The quietest time in Baghdad usually comes around midnight. Curfew falls. People across the city turn off lights and bed down, easing the load on the electricity grid enough to allow government-run power-lines to flow. Generators go silent. Fumes clear, and stars come into view in the clear night sky. On some evenings these days if you stay up late you can hear unbroken hours of hushed calm stirred only by the distant barking of dogs or the wispy echoes of a jet high overhead. Other nights, though, the crunch of bombs falling around the city begins to sound heavily as the clock moves through the hours of the early morning.
On some nights only half-a-dozen or so bombs can be heard hitting southern Baghdad and other quarters of the city. On other nights neighborhoods within earshot of the Green Zone take brutal hammerings, a dozen strikes or more crashing in the darkness. For weeks it has gone like this relative calm in the city during the day followed on many evenings by a chorus of explosions around the city. In the past several days, however, dawn has brought blasts of its own, a seeming answer by insurgents and militia fighters to assertions by U.S. and Iraqi officials that Baghdad and other areas of Iraq are on the mend.
On Friday, at least 13 people died when a bomber struck a popular pet market in heart of the city shortly before 9 a.m. An estimated 60 others were wounded in the explosion. At least two other bombs went off in areas north of Baghdad, leaving at least 26 people dead across the country in all for the day. On Thursday, a volley of 10 mortars sailed into the Green Zone, which had enjoyed many weeks without such attacks. And earlier that day insurgent fighters attacked Iraqi security forces in the southern reaches of the capital in fighting that left least 13 dead.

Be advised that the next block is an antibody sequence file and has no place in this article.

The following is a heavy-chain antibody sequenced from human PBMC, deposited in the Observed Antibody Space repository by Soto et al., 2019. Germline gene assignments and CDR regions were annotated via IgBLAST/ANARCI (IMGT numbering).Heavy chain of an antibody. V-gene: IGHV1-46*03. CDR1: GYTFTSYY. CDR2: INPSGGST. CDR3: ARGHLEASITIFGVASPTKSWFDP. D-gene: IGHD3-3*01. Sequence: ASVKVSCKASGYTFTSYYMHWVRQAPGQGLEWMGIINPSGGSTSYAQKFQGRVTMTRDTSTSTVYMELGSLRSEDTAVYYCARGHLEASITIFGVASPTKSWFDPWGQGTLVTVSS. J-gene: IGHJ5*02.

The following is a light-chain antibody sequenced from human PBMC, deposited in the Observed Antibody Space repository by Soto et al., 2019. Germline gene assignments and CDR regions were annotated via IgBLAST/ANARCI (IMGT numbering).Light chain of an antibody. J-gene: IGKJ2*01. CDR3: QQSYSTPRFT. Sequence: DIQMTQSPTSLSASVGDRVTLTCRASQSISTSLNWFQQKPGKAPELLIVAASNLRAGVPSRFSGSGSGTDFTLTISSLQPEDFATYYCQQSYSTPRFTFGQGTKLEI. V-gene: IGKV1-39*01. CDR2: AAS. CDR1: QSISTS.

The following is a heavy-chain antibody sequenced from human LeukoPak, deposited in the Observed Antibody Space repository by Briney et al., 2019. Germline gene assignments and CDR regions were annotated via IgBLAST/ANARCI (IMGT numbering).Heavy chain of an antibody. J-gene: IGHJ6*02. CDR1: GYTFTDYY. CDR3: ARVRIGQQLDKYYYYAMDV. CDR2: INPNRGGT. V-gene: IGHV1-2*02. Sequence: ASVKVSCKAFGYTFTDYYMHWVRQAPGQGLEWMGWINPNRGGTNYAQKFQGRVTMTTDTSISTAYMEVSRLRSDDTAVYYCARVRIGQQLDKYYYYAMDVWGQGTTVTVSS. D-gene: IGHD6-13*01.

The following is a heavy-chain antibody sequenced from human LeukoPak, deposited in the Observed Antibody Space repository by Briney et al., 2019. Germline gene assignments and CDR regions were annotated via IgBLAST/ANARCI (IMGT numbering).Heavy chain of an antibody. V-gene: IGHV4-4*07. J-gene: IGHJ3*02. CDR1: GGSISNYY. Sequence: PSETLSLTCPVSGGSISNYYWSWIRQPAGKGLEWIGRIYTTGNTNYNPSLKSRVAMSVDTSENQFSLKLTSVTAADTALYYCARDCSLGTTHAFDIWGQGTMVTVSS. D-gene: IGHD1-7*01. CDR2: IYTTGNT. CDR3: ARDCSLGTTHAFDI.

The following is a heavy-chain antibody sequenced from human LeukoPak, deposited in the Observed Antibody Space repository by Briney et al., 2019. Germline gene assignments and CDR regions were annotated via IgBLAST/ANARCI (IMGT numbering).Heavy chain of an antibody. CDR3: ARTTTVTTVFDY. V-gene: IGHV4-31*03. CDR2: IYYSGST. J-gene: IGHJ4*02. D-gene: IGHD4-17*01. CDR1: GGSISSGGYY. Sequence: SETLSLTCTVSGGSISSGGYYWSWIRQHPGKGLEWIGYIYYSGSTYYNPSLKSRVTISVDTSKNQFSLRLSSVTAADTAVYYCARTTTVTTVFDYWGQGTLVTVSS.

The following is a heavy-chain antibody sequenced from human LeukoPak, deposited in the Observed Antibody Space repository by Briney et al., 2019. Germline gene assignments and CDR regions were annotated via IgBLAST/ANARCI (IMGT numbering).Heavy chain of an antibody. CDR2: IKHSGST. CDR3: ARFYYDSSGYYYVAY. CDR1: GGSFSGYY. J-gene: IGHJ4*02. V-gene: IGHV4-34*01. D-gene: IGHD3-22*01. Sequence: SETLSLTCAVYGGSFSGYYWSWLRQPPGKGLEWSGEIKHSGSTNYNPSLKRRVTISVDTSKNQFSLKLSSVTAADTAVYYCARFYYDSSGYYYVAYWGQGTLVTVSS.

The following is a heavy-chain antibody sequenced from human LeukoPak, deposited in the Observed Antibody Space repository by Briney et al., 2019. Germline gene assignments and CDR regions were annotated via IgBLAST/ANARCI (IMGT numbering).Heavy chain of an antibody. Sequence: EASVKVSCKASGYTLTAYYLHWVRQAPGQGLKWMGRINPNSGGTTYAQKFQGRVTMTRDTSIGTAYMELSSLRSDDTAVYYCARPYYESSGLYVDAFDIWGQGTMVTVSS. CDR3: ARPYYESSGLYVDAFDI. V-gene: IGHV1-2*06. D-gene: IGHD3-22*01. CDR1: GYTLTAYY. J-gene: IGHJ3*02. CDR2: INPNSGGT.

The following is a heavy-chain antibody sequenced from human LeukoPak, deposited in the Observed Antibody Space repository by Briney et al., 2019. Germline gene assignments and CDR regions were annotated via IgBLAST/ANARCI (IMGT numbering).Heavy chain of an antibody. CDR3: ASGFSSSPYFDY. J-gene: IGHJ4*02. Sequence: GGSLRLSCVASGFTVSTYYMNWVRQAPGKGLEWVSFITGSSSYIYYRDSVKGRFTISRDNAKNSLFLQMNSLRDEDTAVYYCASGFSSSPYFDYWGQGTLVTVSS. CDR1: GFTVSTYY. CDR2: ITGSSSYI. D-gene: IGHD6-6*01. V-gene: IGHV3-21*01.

U.S. officials in recent weeks have touted successes in bringing down the level of violence in Iraq, saying statistics showed that the weekly number of attacks in have dropped to their lowest levels since February of 2006 just before sectarian war fully blossomed. According to the U.S. military, attacks of all kinds per week nationwide have fallen to roughly 575, down from a high of roughly 1,600 in June. Civilian deaths have fallen by 60% nationwide since then, too. In Baghdad, easily the most violent area of Iraq, a grim measure of the prevailing conditions comes in the count of bodies found daily on the streets. Nowadays about five corpses surface each day in Baghdad. Only eight months ago the average was as high as 35.
Amid all this some Iraqis who fled Baghdad during the height of the sectarian violence in 2006 have begun cautiously venturing back to the city from safe havens found in neighboring countries or elsewhere in Iraq. Life in some parts of the city has taken on an air of normalcy, with shops and restaurants open at night. But even if the current level of calm holds, Baghdad remains the center of one of the bloodiest realms on Earth on any given day.